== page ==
On his advent in 1777 Mr. Farquharson found the illicit manufacture of whiskey almost universal in Coldstone. My impression from what I have heard is that a thorough search would have disclosed the fact that almost every farmer in his parish, had on his farm or in some secret place in the hills an illicit still in which he was either directly or indirectly interested. Agricultural methods were exceedingly primitive, laborious and unremunerative, and the intelligence that was yet to visualize the possibilities of soil and climate and to devise and adopt means and methods for their enlightened exploitation had not yet been Awakened. The barbaric instincts of a ruder period, under which the hand of power or of cunning had been wont to appropriate, without pretence of remuneration, the hard-earned fruits of a neighbour's industry, had happily passed. But not yet had come the realization that participation in a traffic that in no case is of real value to the ultimate consumer, adds nothing to his comfort, health, wealth, happiness or well-being, or to that of his family, but on the contrary tends ever to debase and destroy what is noblest and best in himself, and to rob his family of the means of subsistence, was and must ever be, in its very nature and essence, a sin scarcely less heinous, and in its effects on society little less destructive and disastrous, than were the sword and dagger of the semi-savages of a former generation.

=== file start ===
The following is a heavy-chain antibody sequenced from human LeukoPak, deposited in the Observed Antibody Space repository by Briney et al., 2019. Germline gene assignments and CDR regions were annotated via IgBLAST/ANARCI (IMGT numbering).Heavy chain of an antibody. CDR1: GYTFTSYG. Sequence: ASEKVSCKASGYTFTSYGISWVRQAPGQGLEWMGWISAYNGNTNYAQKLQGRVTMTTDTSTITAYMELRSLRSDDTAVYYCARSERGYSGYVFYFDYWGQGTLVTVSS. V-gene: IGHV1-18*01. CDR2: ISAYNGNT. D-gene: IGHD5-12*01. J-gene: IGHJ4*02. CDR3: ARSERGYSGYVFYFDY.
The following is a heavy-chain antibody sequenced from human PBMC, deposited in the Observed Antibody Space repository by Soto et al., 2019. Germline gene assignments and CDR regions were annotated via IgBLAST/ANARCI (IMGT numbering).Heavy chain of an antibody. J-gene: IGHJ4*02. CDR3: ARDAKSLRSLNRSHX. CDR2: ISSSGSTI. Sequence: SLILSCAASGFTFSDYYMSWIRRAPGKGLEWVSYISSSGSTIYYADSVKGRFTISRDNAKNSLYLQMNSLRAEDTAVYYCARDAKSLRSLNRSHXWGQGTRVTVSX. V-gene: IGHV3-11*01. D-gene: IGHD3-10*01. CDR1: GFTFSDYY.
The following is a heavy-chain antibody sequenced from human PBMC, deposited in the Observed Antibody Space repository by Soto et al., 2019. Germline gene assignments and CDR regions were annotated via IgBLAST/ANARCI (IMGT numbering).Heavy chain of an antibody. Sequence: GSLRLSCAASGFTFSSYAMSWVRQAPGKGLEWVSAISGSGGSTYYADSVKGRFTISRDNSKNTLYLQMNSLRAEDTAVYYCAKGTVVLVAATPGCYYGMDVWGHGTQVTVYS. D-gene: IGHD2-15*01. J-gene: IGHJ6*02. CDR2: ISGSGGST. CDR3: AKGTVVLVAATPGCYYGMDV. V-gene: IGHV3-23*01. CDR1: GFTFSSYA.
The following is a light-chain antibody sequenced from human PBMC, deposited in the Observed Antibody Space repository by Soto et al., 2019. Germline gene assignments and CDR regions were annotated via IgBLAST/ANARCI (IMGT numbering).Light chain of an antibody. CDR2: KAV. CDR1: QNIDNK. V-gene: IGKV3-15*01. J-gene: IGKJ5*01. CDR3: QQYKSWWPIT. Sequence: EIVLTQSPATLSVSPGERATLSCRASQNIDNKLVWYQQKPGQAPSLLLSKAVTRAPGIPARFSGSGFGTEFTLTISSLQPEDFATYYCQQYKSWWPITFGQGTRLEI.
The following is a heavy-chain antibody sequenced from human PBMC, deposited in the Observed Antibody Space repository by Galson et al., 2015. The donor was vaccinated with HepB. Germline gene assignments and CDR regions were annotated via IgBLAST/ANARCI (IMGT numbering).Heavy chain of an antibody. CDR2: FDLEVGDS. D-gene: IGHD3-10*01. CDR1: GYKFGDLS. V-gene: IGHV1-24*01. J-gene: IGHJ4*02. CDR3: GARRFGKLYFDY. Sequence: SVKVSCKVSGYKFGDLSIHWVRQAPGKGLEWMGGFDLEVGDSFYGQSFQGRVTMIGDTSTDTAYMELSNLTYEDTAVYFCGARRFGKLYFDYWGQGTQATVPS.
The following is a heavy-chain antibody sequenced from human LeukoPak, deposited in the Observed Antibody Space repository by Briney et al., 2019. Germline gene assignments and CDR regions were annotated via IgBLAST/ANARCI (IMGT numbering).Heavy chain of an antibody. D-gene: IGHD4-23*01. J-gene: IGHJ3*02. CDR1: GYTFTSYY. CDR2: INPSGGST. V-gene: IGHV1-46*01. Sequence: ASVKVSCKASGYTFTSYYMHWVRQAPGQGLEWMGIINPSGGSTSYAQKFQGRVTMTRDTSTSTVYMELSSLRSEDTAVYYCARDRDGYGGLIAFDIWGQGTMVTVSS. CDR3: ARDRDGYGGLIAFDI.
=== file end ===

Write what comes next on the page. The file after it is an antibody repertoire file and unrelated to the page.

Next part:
In Mr. Farquharsons day, the terrible evil of strong drink was not realized, and on the part of the people there was no consciousness of wrong-doing when they took part in the manufacture and use of intoxicating liquors. Unchecked, therefore, by moral considerations or consciousness of wrong-doing it is little wonder that the poverty-stricken community should have availed themselves of the opportunity, now as it seemed, providentally afforded them, for a more remunerative disposal of the produce of their farms. It is true that the partial abandonment of ale and the substitution therefor of whiskey as the national beverage had not the effect immediately of advancing the price of the latter. An increased demand for the produce of their stills was, however, immediate, and most of the farmers were therefore directly engaged in that industry. If there were any not so engaged there were none who did not participate in the advantages arising from the traffic, inasmuch as the many stills in operation made an insatiable demand for barley, which naturally rose to prices otherwise unattainable. In itself, the traffic was highly demoralizing. The very fact that it could not be openly prosecuted, but must needs be carried on stealthily and in secret, while outwardly a pretended compliance with the law had to be maintained, could not fail to be destructive of all that was true and honourable in the character of the offenders. Indeed, so sternly does Nature, and that means Nature's God, demand obedience to her royal law of truth and honour, that the Stamp of her approval is withdrawn from the brow of the offender who, under whatever temptation, persistently continues the pretence of being other than what he knows himself to be.